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Digital Signal Processing - IP and Algorithms

Regular Visitor
Posts: 53
Registered: ‎02-01-2012

DCM question

Hi everyone

I want to convert my 10MHz clock into 1.048576MHZ ( 2^20). I tried to use DCM but when I want to choose my desire frequency an error occur and it said that I cannot have less than 18MHz. My FPGA is 3s50 -4. Are you guys have any idea how can I solve this problem or how can I convert 10MHz clock to 1.048576MHz?

Regards

Arash

Expert Contributor
Posts: 5,253
Registered: ‎08-14-2007

Re: DCM question

You can use the DCM to generate a multiple of the desired clock frequency and then

use a counter to divide it down to the required frequency.  For example you could

generate 25 times the frequency or 26.2144 MHz and then divide by 25 with logic.

There may be other approaches depending on your application.  For example if you can tolerate

a lot of jitter you can use direct digital frequency synthesis techniques.

Note that a DCM does not have large enough counters to directly generate this

exact frequency which would need a ratio of 8192/3125 so you may need to

use another approach if the exact frequency is important.

-- Gabor

-- Gabor
Regular Visitor
Posts: 53
Registered: ‎02-01-2012

Re: DCM question

Dear Gabor

Thanks. As you said I need exact frequency especially I need it as a input for DDS. You mentioned about other approach. Would you mind introduce me these approaches? I have no idea How to do this convert and I confused. I really appreciate if you can help me.

Regards

Arash

Expert Contributor
Posts: 5,253
Registered: ‎08-14-2007

Re: DCM question

arash-rezaee wrote:

Dear Gabor

Thanks. As you said I need exact frequency especially I need it as a input for DDS. You mentioned about other approach. Would you mind introduce me these approaches? I have no idea How to do this convert and I confused. I really appreciate if you can help me.

Regards

Arash

What sort of DDS?  e.g. is it an external IC (part number & data sheet link would ne nice) or something inside the FPGA?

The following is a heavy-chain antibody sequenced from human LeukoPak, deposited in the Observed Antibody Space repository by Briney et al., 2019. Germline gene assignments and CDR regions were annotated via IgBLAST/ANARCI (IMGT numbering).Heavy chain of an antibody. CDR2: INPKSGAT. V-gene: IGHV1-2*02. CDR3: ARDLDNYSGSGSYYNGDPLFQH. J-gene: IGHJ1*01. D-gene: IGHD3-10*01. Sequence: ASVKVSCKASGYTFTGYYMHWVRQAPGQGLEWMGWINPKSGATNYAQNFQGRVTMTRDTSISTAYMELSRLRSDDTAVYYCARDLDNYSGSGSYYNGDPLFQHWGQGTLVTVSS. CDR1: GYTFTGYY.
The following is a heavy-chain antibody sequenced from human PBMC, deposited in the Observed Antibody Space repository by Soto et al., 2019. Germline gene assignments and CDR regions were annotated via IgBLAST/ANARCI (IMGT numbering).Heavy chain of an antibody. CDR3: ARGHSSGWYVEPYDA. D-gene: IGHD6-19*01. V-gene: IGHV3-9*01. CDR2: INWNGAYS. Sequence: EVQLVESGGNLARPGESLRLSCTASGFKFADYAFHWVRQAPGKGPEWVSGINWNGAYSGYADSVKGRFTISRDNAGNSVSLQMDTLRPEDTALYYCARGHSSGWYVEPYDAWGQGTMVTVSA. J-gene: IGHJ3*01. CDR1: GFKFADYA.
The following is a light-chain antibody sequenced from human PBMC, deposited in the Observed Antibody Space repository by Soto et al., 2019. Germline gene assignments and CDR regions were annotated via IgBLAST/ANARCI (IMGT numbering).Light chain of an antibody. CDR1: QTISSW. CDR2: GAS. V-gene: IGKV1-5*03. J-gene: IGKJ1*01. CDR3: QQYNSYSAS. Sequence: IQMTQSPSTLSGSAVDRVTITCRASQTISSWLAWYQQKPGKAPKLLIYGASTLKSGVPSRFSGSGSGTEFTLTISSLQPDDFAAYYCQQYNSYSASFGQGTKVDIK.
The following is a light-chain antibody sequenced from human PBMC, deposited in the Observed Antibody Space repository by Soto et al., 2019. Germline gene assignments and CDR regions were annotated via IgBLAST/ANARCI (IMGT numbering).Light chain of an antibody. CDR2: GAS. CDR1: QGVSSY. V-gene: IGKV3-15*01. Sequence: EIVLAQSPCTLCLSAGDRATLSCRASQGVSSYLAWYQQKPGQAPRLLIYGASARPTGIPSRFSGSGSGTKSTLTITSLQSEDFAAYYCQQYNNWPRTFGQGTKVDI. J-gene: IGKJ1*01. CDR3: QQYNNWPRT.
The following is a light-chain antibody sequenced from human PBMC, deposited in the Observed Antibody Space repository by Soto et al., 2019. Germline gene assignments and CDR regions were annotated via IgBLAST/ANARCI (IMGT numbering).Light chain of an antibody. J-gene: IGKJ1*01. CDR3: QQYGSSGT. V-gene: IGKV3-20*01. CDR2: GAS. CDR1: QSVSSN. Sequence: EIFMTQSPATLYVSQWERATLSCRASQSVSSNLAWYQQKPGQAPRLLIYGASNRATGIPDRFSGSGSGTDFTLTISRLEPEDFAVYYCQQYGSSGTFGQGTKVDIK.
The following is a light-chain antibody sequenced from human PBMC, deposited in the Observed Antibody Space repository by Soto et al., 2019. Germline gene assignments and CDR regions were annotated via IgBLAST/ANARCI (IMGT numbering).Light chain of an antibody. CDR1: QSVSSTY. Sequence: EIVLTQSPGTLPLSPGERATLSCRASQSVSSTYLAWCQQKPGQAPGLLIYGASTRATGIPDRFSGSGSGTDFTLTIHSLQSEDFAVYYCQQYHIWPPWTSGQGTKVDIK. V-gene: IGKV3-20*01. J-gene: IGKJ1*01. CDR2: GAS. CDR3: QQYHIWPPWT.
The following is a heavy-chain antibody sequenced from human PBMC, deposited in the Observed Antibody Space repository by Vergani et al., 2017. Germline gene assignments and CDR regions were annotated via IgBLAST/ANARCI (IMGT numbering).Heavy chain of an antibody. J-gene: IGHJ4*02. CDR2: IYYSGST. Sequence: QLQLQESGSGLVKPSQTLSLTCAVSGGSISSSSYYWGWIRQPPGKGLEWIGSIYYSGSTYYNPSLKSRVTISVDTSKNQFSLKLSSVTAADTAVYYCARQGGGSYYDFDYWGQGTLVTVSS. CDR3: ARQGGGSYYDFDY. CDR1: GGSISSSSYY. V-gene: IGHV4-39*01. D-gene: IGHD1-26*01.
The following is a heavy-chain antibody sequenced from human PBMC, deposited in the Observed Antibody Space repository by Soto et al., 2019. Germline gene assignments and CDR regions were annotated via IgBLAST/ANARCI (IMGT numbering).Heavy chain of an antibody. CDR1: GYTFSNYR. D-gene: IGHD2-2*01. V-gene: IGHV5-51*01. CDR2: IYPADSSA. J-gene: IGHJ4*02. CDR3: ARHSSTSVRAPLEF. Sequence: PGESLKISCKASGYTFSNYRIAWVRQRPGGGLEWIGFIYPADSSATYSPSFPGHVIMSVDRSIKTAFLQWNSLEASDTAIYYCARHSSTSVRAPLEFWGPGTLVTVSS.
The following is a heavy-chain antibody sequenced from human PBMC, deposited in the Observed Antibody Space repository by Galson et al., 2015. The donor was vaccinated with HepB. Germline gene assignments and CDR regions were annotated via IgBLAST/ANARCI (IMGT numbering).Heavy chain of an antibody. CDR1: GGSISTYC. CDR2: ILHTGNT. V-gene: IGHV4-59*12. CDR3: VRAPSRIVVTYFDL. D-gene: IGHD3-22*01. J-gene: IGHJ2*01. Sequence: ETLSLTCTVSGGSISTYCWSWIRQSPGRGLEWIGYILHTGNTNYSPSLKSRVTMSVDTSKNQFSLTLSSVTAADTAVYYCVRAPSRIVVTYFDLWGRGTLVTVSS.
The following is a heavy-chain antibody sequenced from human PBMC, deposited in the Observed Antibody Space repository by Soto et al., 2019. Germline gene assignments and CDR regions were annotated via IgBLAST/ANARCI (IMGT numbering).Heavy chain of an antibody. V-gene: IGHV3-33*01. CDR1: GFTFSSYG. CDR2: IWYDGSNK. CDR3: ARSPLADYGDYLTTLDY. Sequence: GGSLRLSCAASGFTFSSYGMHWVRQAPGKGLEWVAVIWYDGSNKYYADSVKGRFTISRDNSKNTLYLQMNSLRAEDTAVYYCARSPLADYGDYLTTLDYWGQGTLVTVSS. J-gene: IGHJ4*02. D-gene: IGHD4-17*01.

What's your jitter tolerance for the DDS input clock?

Why does the DDS need to run on 2^20 Hz instead of 10 MHz or any other convenient frequency?

Depending on the answer to these questions, there may be a more ideal solution.

-- Gabor

-- Gabor
Regular Visitor
Posts: 53
Registered: ‎02-01-2012

Re: DCM question

Ok. I want to use DDS inside the FPGA. I want to have sine generator and from the equation of DDS datasheet is my frequency is equal with my phase increment input bit, I will have 1Hz resolution. So if I have the frequency of 2^20 and my phase increment set to 20 bit with every bit increment in phase increment input I will have 1Hz increment in the output. That is why I need it to be 2^20. For generating sine wave from 20Hz to 20KHz with 1Hz variation if you have any other idea please let me know.

Regards

Expert Contributor
Posts: 5,253
Registered: ‎08-14-2007

Re: DCM question

I guess it depends on the accuracy you need.  If you start with a non-power-of-two frequency,

like 1.000 MHz instead of 2^20 Hz, then you will not generate an exact frequency in Hz, but with

enough bits in the DDS phase, you can come at least as close as the accuracy of your timebase.

For example using 1.000 MHz and 32 bits of phase, your resolution would be about 0.000233 Hz.

For an output frquency of 20 Hz, this represents 11 ppm of error.  If you need to enter the frequency

in Hz, then you would need to add a multiplier to generate the correct phase increment.  On the

other hand, if for example the frequency is being requested by a microprocessor in your system,

then the frequency could be specified by its phase increment, and the microprocessor could do

the conversion from Hz to phase increment.

If you use the DDS compiler, you can generate a core with a clock enable.  You can then run this

core directly from 10 MHz and enable its clock for one cycle out of every 10, effectively running

the DDS at 1 MHz.  In that case you don't need a DCM.

Another approach that would give you an exact frequency would be to design your own DDS

that uses a decimal accumulator to directly divide 1 MHz down to 1 Hz.  This accumulator would have

6 digits, the phase increment would be in decimal, and the SIN / COS table would have

either 2 or 3 digits (100 ro 1000 elements).  While this approach would allow you to have "exact"

frequencies, it would be a lot more complex.

-- Gabor

-- Gabor
Expert Contributor
Posts: 2,010
Registered: ‎09-09-2010

Re: DCM question

Do you REALLY NEED exactly 1Hz resolution?

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"If it don't work in simulation, it won't work on the board."
Regular Visitor
Posts: 53
Registered: ‎02-01-2012

Re: DCM question

Yeah. I need 1Hz resolution as long as I want to generate sine wave from 20Hz to 20KHz.

Regards

Arash